Living Well

Becoming More Compassionate

By Mary Ann DeSantis  |  Photography courtesy of Eartha Goodwin and Leo Babauta

   The spirit of the season doesn’t have to end with the holidays if we learn to practice compassion all year.

    Wouldn’t it be lovely if we could make the feelings of goodwill and cheerfulness in December last all year? Some are lucky if it even lasts through January.

    One place to start is within ourselves by becoming more compassionate. Compassion can be a powerful force whether it’s for strengthening our own personal relationships or building a stronger community – or even a better world.  Our society is more polarized and divisive than ever but hopefully the Christmas season will let us put aside our differences. We can only hope the goodwill we feel this month will continue throughout the new year.

    Developing compassion is not a new notion. Leaders throughout history have advised becoming more sensitive and caring of others. Greek philosopher Plato said, “Be kind, for everyone you meet is fighting a harder battle,” while Nobel Peace Prize winner Mother Theresa shared “If we have no peace, it is because we have forgotten that we belong to each other.”

More recently, best-selling author and popular blogger Leo Babauta has written about making life more meaningful by practicing compassion. Babauta has written extensively about ways to make compassion a daily habit. He also says it’s important to our own physical, emotional, and spiritual health.

“Scientific studies suggest there are physical benefits to practicing compassion — people who practice it produce 100 percent more DHEA, which is a hormone that counteracts the aging process, and 23 percent less cortisol, known as the stress hormone,” he says.

    He adds that there are other, more important benefits as well.

    “The main benefit is that it helps you to be happier, and brings others around you to be happier. If we agree that happiness is a common aim for each of us, then compassion is one of the main tools for achieving that happiness. It is therefore of utmost importance that we cultivate compassion in our lives and practice it every day,” he advises.

MEDITATING ON HAPPINESS
    The link between compassion and happiness is not a new concept. In his book, “The Art of Happiness,” the Dalai Lama says happiness and compassion are intertwined.

    “If you want others to be happy, practice compassion. If you want to be happy, practice compassion,” he advises.

    Defeat negative emotions by looking within yourself through meditation and quiet reflection. When we focus on inner love and peace, we reflect those back to those people around us.

    “Without love and compassion, humanity cannot survive… they are necessities not luxuries,” says the Tibetan monk who has guided world-renowned scientists in trying to help individuals achieve peace of mind.

REACHING OUT
    Why is it we become generous during the holidays, from food drives at Thanksgiving to collecting toys for underprivileged children at Christmas yet by July the food banks are empty and many children are home alone?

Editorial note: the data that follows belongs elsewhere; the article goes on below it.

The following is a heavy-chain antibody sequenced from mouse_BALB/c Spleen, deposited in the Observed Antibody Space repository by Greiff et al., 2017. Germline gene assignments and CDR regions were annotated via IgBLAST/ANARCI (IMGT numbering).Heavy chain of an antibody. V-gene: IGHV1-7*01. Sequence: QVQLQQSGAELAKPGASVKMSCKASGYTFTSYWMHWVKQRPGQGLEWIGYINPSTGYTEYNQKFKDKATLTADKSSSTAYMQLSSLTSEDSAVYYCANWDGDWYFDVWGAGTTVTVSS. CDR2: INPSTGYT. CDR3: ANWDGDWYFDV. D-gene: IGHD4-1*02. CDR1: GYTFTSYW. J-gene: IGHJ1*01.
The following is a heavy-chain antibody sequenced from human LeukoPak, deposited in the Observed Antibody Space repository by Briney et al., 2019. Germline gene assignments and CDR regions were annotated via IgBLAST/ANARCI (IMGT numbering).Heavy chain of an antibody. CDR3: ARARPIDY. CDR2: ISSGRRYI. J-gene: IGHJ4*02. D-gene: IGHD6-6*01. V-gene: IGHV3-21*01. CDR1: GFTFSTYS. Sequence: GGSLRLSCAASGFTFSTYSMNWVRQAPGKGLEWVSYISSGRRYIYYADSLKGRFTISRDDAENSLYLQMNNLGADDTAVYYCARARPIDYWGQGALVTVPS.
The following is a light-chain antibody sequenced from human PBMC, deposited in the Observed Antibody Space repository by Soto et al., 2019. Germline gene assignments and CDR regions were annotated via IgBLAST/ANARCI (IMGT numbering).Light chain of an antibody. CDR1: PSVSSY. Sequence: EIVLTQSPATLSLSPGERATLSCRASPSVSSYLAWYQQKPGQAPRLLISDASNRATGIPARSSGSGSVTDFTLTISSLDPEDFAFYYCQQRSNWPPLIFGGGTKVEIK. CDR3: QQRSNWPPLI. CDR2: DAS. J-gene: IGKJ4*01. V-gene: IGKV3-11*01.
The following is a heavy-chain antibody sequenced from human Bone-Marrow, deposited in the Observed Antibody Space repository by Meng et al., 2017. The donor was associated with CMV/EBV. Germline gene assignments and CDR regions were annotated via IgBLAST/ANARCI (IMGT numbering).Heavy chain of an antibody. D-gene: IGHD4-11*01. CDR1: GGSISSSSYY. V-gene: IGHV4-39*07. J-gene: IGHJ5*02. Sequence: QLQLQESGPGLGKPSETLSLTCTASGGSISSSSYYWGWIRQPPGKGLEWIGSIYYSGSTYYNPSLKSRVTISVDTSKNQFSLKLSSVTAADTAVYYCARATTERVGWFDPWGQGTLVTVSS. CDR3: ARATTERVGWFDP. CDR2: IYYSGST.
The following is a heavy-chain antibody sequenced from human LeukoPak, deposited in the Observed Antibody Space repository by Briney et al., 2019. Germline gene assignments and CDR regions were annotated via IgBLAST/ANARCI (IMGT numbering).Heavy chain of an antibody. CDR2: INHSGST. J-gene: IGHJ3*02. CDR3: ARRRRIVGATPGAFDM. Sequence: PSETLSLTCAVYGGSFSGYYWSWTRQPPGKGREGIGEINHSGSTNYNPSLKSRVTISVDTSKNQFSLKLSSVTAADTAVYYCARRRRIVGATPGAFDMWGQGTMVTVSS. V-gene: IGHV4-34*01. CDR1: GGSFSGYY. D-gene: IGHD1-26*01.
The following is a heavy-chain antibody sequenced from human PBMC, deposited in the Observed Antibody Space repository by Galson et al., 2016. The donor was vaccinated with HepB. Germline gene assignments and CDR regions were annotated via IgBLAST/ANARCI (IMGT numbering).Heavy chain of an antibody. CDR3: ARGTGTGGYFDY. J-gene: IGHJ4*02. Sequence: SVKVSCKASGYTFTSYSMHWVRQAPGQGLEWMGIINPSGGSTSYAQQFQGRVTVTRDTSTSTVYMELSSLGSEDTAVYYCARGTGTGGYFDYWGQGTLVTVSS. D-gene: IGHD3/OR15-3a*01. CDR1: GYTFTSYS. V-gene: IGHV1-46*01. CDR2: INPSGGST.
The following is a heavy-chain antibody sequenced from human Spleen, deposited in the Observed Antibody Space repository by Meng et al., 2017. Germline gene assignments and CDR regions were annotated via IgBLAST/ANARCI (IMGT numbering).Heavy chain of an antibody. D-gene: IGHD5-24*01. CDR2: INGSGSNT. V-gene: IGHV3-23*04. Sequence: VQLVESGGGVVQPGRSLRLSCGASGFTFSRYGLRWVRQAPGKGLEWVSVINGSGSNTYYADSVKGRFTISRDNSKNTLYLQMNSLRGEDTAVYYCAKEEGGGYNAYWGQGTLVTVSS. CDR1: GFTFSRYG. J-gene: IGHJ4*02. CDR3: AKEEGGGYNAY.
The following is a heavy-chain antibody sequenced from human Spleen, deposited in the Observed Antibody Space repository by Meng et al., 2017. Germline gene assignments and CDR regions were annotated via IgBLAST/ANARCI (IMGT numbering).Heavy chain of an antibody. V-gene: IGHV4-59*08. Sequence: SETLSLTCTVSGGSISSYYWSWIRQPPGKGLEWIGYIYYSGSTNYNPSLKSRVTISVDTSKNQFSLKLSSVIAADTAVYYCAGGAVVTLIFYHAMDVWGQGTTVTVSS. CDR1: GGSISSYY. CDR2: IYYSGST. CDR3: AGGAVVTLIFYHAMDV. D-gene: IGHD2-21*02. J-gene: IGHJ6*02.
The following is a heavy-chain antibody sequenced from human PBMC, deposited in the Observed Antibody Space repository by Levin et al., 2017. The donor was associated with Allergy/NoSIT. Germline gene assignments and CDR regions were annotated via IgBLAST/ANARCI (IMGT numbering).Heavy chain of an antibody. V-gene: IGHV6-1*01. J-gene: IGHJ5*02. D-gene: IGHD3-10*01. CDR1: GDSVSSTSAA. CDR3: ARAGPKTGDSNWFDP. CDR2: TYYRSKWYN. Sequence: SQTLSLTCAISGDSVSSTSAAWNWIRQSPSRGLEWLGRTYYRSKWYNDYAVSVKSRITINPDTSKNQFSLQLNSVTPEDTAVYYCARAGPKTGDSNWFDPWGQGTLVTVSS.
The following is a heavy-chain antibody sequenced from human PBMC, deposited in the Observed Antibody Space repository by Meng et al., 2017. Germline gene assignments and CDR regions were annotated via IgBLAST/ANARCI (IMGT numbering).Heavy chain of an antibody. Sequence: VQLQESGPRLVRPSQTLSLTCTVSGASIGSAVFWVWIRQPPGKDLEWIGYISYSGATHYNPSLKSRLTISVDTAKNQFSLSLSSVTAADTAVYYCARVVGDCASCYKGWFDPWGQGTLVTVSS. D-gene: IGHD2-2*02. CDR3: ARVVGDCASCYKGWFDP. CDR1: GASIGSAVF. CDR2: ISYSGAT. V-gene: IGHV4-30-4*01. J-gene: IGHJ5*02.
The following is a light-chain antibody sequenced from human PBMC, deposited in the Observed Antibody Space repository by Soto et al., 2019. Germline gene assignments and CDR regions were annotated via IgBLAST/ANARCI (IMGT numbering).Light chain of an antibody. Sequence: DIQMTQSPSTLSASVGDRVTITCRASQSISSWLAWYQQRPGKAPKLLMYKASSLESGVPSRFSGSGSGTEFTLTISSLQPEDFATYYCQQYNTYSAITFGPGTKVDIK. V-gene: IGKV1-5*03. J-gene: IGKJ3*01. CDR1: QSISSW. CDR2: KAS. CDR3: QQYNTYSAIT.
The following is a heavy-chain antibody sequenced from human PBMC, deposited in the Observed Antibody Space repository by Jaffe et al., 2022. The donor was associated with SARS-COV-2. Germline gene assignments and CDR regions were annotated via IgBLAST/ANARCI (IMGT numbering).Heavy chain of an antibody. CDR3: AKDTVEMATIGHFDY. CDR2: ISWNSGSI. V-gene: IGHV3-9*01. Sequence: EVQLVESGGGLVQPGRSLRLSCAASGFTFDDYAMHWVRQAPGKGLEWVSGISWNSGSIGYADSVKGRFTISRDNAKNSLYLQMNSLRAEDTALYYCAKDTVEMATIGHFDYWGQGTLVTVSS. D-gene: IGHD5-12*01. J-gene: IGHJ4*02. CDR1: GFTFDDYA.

Making a difference can happen when we stop being self-focused and reach out to others all year long. Maybe it’s something as simple as a hug when a friend is blue or offering a ride to someone who no longer drives.

    British anthologist Jane Goodall, who is in her mid-80s, has practiced and preached the importance of spreading kindness all her life, whether with her chimpanzees or with human beings. She launched an organization called Roots & Shoots to inspire young people to reach out and change the world with kind acts.

    “What you do makes a difference, and you have to decide what kind of difference you want to make,” Goodall says.

RECOGNIZING COMMONALITIES
    Author Babauta reminds us that we are all human beings who need the same things: food, shelter, and love. And we crave attention, recognition, affection, and mostly happiness.

    “Instead of recognizing the differences between yourself and others, try to recognize what you have in common,” he says. “Reflect on these commonalities you have with every other human being and ignore the differences.”

    Once you can empathize with other people and understand their humanity and suffering, the next step is to want them to be free from suffering. This is the heart of compassion, says Babauta.

    Develop the feeling that you want their suffering to end. Then, do something small each day to help others, even in a tiny way. A smile, a kind word, doing an errand or chore, or just talking about a problem with another person goes a long way to ease another’s suffering. Practice doing something kind every day – and long after the holidays have ended – to help ease the suffering of others.

    And perhaps, Mother Theresa summed it up best: compassion and peace begin with a smile.

zenhabits.net/a-guide-to-cultivating-compassion-in-your-life-with-7-practices/

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